“It’s something we’ve always been aware of because they can spread so quickly in a herd,” Ooms says. “When Europe had an outbreak of foot-and-mouth disease in 2001, someone coming from Europe wasn’t allowed on [our] farm. That was pretty much the same at all farms, and so there was no outbreak in the States.”
Farmers are used to carrying on in challenging times to ensure enough food is available for their communities. However, labor—much of which comes from migrant workers on H-2A Temporary Agricultural Workers visas—is a concern. The coronavirus itself and associated transportation issues have delayed the arrival of guest workers. The Jamaican consulate is closed until the first week of April after a staff member tested positive, and the Mexican consulate has stopped processing visas. Workers coming from South Africa and Guatemala are ready to arrive but have found it difficult to travel.
“This is the start of spring planting season. Because of the weather, some crops are early. Our apple growers are saying crops are two weeks ahead, so a delay in getting workers could be a problem,” says Steve Ammerman, Manager of Public Affairs, Associate Director of the New York State Farm Bureau.
More than 90 percent of H-2A guest workers in the United States arrive from Mexico, according to Ammerman. Some workers were already in pipeline before spread of the virus exploded; others are arriving or were already here. The United States Department of Labor is working to expedite the process for workers who were here last year and are looking to do phone interviews rather than in-person interviews, Ammerman says.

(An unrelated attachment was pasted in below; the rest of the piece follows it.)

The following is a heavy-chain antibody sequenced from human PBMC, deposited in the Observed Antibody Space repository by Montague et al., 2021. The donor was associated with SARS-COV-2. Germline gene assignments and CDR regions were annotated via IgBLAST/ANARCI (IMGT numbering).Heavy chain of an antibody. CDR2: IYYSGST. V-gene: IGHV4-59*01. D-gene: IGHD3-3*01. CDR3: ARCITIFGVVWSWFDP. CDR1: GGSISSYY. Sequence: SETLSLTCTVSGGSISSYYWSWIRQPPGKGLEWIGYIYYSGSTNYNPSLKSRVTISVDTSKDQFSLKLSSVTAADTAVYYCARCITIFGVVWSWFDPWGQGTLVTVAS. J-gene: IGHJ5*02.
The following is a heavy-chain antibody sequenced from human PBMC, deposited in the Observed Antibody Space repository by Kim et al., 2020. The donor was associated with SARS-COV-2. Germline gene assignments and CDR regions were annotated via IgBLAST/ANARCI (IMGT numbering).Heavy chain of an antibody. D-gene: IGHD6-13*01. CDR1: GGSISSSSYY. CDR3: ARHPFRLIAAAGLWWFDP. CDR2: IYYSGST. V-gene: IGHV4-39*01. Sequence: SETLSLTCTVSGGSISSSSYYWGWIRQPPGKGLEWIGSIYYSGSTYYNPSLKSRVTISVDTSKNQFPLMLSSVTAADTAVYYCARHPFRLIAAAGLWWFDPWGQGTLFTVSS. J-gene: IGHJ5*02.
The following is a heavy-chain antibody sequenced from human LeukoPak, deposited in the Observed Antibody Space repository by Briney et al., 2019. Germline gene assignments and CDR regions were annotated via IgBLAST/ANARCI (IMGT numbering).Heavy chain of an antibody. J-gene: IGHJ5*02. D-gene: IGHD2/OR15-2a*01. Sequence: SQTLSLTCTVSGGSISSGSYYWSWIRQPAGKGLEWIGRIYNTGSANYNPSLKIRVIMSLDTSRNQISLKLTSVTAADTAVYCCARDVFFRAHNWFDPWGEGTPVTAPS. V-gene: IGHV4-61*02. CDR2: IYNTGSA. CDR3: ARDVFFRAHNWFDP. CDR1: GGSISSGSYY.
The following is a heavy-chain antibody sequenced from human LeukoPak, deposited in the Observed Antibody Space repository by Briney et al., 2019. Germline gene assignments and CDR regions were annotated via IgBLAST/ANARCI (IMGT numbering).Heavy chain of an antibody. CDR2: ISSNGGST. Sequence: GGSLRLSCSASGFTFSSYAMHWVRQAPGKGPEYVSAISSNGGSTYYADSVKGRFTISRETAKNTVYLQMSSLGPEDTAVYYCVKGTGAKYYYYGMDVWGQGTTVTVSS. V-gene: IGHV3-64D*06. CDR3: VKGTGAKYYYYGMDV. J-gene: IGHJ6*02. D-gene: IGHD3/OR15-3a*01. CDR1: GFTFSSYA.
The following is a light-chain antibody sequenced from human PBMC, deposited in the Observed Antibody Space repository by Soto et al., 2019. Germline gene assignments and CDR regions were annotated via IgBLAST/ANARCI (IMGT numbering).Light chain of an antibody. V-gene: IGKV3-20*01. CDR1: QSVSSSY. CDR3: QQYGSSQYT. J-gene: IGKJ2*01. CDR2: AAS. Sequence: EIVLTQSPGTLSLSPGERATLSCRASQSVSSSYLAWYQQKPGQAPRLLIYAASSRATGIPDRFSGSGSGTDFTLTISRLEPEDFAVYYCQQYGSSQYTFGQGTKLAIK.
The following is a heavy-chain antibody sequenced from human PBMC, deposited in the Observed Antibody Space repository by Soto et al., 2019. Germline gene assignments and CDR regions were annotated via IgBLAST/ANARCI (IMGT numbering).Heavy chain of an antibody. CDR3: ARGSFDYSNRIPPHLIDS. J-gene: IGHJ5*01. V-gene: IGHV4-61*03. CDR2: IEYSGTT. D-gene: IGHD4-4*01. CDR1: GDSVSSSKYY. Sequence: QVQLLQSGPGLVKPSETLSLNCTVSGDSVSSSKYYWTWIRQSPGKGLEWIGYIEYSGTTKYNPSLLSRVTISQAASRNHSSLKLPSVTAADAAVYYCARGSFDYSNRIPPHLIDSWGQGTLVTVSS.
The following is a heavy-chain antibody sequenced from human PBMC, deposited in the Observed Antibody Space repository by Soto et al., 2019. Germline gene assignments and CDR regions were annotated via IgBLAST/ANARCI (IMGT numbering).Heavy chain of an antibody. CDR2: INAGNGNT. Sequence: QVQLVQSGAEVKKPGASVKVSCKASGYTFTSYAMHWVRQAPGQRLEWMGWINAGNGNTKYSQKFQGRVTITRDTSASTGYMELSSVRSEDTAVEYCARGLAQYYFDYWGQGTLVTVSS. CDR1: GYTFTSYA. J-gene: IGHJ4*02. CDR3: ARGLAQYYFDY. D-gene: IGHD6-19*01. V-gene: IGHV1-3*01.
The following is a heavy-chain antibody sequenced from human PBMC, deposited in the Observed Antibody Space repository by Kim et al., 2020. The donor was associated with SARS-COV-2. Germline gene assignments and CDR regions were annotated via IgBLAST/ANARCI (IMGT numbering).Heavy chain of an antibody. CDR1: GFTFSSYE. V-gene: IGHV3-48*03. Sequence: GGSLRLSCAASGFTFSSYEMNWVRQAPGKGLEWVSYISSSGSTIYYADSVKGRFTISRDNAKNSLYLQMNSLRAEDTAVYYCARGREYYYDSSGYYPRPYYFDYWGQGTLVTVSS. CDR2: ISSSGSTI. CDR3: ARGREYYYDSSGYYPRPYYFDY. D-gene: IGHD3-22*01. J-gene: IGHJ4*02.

The US isn’t alone. Labor shortages related to the coronavirus are impacting farmers worldwide. According to the Associated Press, last year German farms employed nearly 300,000 seasonal workers, many from eastern Europe. Spain typically relies on 15,000 migrant workers, most of whom come from Morocco, for the strawberry picking season. Half are expected to stay away this year. Filling in with domestic workers who have been laid off isn’t a surefire solution.
For workers already in the United States or who are already on their way, mitigating the spread of the coronavirus is critical, as many of them live in employer-provided housing with other workers. The New York State Farm Bureau is encouraging farmers to adhere to strict safety protocols and sanitize their workplaces. Emma Kreyche, the advocacy director for the Worker Justice Center of New York, says her organization is concerned about the health and safety of these workers who are essential to ensuring the nation’s food supply.
“We know food workers in agriculture and other sectors of the food chain will continue to work and we need to make sure those workers are safe,” Kreyche says. “There has not been a lot clarity around what employers are doing in those areas to ensure worker safety. We have also heard that people are fearful to seek out assistance because of their immigration status.”
As the pandemic continues to sow uncertainty, most industries will be dealing with confusion in the months ahead. However, one thing is certain: Farmers are headed out to the fields to prepare for planting season and will continue to care for the animals in their barns.
“The fear of the first week has turned into optimism, because everything is still rolling,” Ooms says. “It’s still going.”
Katie Navarra is a professional writer based in Mechanicville. She writes about the horse industry and general agriculture for multiple industry publications and has brought these topics to mainstream publications, with recent articles appearing in PopSci.com and ChemMatters, among others.